Sustainability has always been at the heart of Cantine Settesoli’s business strategy. But this decision is not purely based on an ethical need, it is a key driver of innovation and value creation for our company, our wines and our stakeholders.

Sustainability is supported and encourages at every management level, from the Board of Directors and winegrowers to the wine cellar. A total of 5 people from our quality team are involved in the implementation of the company’s sustainability roadmap.

Sustainability in Facts and Figures

Ecological Footprint

Cantine Settesoli periodically analyses the following parameters:

Water consumption and water pollution

Since 2000, the efficient management of water resources has become a priority in EU programmes, which aims to facilitate the development of innovative solutions in the water sector on a European scale. The objectives of the 2014/2020 Council Agricultural Policy are also aimed and incentivising production methods that allow for the use of the least resources possible, including water. With regard to the winegrowing and wine making industry, water management is fundamental for achieving an efficient production chain management system. In fact, water is a vital resource not only in the vineyards but also in the wine cellar. Consequently, the evaluation of our water footprint is fundamental. This is achieved by comparing the volume of fresh water that is used and polluted, also in relation to the production site, taking into consideration the complete range of potential issues to ensure a broad and detailed vision of their impact.

The exploitation of the territory

In order to rationalise and calculate the link between the wine and the territory from which it originates, it is necessary to identify, in a practical and univocal manner, the repercussions of the company’s activities on biodiversity, society and the  economy, specifically in terms of the landscape and the local community. This is carried out using three principal sub-indictors:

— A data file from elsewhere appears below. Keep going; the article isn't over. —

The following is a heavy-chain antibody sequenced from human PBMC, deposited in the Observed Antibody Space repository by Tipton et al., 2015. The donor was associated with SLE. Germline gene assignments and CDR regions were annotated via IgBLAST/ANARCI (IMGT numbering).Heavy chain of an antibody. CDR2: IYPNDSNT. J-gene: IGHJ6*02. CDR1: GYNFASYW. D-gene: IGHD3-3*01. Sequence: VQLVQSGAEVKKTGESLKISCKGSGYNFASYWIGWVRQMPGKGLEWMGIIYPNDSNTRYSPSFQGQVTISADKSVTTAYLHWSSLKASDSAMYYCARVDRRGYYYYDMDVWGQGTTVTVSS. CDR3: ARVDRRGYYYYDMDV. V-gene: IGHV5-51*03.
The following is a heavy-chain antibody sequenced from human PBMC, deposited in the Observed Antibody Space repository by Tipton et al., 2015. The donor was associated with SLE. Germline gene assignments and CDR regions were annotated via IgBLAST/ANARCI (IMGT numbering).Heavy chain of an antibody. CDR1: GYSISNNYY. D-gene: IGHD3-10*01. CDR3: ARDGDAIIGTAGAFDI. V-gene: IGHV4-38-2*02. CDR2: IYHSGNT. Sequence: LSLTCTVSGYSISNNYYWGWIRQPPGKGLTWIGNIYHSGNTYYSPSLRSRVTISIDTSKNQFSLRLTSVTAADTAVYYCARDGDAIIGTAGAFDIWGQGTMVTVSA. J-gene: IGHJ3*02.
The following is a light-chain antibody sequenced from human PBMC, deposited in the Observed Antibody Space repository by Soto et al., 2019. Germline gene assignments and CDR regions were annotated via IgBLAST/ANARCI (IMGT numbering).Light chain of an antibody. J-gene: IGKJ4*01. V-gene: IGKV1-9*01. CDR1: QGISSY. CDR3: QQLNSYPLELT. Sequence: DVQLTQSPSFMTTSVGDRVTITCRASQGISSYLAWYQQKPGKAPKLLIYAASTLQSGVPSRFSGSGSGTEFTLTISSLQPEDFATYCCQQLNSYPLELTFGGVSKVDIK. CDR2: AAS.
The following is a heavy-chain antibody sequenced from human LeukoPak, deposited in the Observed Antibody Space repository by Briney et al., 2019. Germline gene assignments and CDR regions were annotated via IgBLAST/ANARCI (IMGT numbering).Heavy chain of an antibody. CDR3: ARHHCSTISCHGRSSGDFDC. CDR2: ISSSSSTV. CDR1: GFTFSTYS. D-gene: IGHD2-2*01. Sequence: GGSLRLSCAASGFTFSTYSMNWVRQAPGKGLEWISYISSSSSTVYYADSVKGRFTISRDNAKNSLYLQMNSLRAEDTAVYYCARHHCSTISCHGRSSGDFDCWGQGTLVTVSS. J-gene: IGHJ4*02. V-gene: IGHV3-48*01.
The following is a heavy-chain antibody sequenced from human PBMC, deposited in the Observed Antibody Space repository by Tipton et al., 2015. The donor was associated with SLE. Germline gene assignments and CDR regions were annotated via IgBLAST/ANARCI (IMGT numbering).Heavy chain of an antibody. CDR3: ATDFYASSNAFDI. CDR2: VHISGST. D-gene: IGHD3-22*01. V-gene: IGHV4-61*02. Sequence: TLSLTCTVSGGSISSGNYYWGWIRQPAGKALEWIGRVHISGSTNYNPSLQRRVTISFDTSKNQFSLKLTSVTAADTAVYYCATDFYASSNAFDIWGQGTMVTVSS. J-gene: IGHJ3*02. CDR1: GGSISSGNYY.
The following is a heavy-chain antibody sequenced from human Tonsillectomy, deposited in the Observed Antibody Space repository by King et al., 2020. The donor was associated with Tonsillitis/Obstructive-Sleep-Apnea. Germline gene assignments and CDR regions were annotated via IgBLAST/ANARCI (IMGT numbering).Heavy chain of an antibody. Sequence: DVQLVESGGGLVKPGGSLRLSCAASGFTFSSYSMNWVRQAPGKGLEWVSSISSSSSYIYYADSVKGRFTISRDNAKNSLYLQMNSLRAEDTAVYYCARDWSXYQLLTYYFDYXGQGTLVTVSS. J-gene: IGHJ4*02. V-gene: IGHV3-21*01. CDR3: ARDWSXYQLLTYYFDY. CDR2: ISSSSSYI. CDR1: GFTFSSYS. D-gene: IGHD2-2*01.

Landscape and  Biodiversity: Company activities targeted at protecting the environment, biodiversity, ecosystems of the landscape, intended as the characteristics of the comprehensive natural and manmade elements in a given area;

Society and Culture: company activities that have repercussions on society and the local community of which it is part, i.e. local workers, local producers, who develop and/or promote the cultural heritage of the territory where the same company is based;

Economy and Ethics: company activities that have a positive economic impact on the territory and those related to corporate ethics, including the repercussions on consumers.

Waste – ISO 14001

To achieve a balance between the environment, society and the economy, we must “meet the needs of the present without compromising the ability of future generations to meet their own needs”. As an objective, sustainable development can be reached through a balanced application of the three pillars of sustainability. Society’s favourable view of sustainable development, transparency and integrity has evolved alongside increasingly tighter regulations, the growing pressure of pollution on the environment, an inefficient use of resources, inappropriate waste management, climate change, the degradation of the ecosystem and the loss of biodiversity. This has led to companies adopting a systematic approach to environmental management, through the implementation of environmental management systems, in which company’s aim to make their own contribution to the environmental pillar of sustainability.

CO2 Emissions and Air Pollution

Ensure the company’s  economic development is compatible with social equity, environmental balance and the economic sustainability of the company, through the evaluation of the impact on the greenhouse-effect, particularly due to gases, recognised by the IPCC as significant (carbon dioxide, methane, nitrous oxide, fluorocarbons and sulphur hexafluoride).  Given that for many years climate change has been posed as one of the most serious and complex challenges that  mankind has to face and, more specifically, that global warming seems to be connected to an increase in the concentration of GHG in the atmosphere, we must be conscious of our own GHG emissions and measure them at every stage of the production cycle, with the aim of managing the efficiency of the chain, environmental impact and its potential impact on the greenhouse-effect.